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September 08, 1997 - Image 9

Resource type:
The Michigan Daily, 1997-09-08

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The Michigan Daily - Monday, September 8, 1997 - 9A

Soggy Seagal extinguishes 'Fire'

By Joshua Rich
Daily Arts Writer
Clearly a master of many talents,
action-monger Steven Seagal in his new
m "Fire Down Below," does more
n merely karate chop the hell out of
tbad guys. He actually sings and
y the guitar.
Iylso smiles on
,Aid it's a good
ttig that Seagal
&cided to, shall
;-say, expand
::fine acting
ities in this
rwise banal
j.boxing flick.'
ept for the
J ing moments
en Seagal war- y
byes away on few '
ities with Travis
tritt and Randy ' .
Travis, "Fire a F
Down Below"
offers its dedicat-
ed viewer noth- Steven Seagal thani
iiew. try boy In "Fire Dow
At this point,
10 films into Seagal's career, the main
problem with his movies is that
absolutely no one on the face of the
Earth poses a threat to him. The recipe

for a halfway decent action flick pre-
scribes a little bit of danger - the
slightest threat to the protagonist's life.
When we perceive such danger, the
hero's escape and triumph thus seem all
the more miraculous. Here, as usual,
this one-man execution squad doesn't
even flinch when
he is jumped by a
bulging throng of
tattooed hillbil-
lies, and neither
do we. As expect-
ed, Seagal renders
handicapped all
his aggressors in
less than a
minute, and then
Y he fixes his pony-
Just as in any
other Seagal
movie, the plot
serves as an
excuse for ran-
dom beatings and
explosions. And
God he's a coun- we do get plenty
Below." of them. The star
plays an EPA
agent sent to rural Kentucky to investi-
gate illegal toxic waste dumping.
Masquerading as an aid worker, Seagal
at once plays nice to the innocent local

folk (including the;
Dean Stanton and1

accomplished Harry
Marg Helgenberger,

who both deserve better) and snarls
when the baddies
get in his way. He
uncovers a mas- RI
sive eco-terrorist Fire I
operation run by Fri
corporate villain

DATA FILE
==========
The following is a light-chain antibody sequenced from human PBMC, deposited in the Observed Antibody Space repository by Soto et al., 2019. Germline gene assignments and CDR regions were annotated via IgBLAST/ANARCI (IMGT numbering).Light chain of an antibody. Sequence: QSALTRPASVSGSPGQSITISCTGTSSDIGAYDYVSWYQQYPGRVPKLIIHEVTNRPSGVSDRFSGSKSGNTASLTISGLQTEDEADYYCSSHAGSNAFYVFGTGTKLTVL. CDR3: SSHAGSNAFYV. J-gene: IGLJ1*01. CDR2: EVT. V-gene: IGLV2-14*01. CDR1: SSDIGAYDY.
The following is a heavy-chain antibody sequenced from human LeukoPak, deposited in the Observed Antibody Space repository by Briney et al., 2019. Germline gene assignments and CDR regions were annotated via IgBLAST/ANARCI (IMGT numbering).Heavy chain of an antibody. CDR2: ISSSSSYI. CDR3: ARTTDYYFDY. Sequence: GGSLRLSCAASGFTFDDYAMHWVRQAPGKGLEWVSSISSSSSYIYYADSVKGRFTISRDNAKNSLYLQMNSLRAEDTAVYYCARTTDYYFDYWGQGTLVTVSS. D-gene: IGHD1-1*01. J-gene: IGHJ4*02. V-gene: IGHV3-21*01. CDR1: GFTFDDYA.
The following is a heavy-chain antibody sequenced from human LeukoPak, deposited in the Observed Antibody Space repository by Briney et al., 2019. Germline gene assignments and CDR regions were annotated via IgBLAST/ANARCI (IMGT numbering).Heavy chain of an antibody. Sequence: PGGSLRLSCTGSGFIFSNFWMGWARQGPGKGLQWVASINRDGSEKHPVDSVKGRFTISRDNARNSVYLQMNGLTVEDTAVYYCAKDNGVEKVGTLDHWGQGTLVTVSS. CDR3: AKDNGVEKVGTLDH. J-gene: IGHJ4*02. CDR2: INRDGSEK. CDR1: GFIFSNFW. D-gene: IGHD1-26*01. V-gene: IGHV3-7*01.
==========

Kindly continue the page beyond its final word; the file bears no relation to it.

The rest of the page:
Kris Kristofferson
and enforced by a At Sri
stereotypical band
of bourbon-swigging pickup truck dri-
True to his role as omnipotent creep
and small-town protector, Kristofferson
sicks his legion of henchmen on Seagal,
only to have the Aikido master summar-
ily break all their noses. One neat feature
is to see the film's two opponents -
singer-turned-actor Kristofferson and
thespian-turned-crooner Seagal --final-
ly lock horns in an explosion-laden
finale. Guess who wins?
The director, Felix Enriquez Alcala, a
veteran of TV shows like "NYPD Blue"
and "ER,' would have you think that
Kentucky is the world's poorest place,
second, perhaps, only to some famine-
infested South American swamp. At one
point, Seagal even suggests that he's
unwittingly walked into "Deliverance"
territory. Unfortunately, in "Fire Down
Below" there's no inbred toothless banjo


kid around to scare the crap out of him
and us. Instead, the plight of Appalachia
acts more as a cartoon backdrop for all
of Seagal's typically
slow, calculated
V I E W prowlings.
Last year, when
own Below Seagal quickly and
skydived without a
wood and showcase parachute in
" E x e c u t i v e
Decision," it looked as if he had finally
lost his predestined place on
Hollywood's walk of fame. But he's
come back, and what has made him into
the celebrity he is today escapes me. I
guess there is something cool about a
ship's cook or an environmental activist
being a Kung-Fu fighter. Seagal, like
Bruce Lee before him, lives out every
male fantasy to its orgasmic conclusion,
and then does it all over again. He moves
and talks slowly so that we know that he
means business, and he looks extremely
deadly because his victims shriek a lot
when he pokes them in the eyes.
But Seagal's darting glare and swift
punches have gotten old.
So has that ridiculous black spandex
and Nehru jacket getup he always wears.
He can kick all the butt in the world, but
next to a bunch of dudes in overalls, old
Steven just looks like a fool.

"Now, both of you go back there and separate your trash from your recyclables."


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The University of Michigan School of Art & Design in
conjunction with the Year of Humanities and the Arts and the
Office of the President present an encore performance of
"Pro' ndly Dance Gallery/Peter Sparling & Co.
expe ental" SEVEN ENIGMAS
The A rbor
News a multimedia collaboration,.conceived by
Peter Sparling and Jim Cogswell
"Exc nt Also featuring
The Gr d
Rapidsr ess Saturday, September 13, 1997, 8:00 pm
Power Center for the Performing Arts
Tickets are $18 and $14. Student tickets are $7.
Tickets for the performance may be purchased through
the Michigan League Ticket Office 911 N. University
Ann Arbor, Michigan 48109-1265 beginning August 18
by mail or by phone 10:00 am - 5:00 pm Monday-Friday
313 764-0450. The ticket office accepts Master Card, Visa
and Discover. Beginning September 2, tickets may be
purchased in person at the League Ticket Office,
Monday-Friday 10:00 am - 6:00 pm. Day of performance,
tickets may be purchased in person at the Power Center
box office beginning 7:00 pm.
10 :17111 w =111=41111
Dance Gallery Studio, home of Peter Sparling & Co. fall classes start
September 8. For information please call 313 747-8885.

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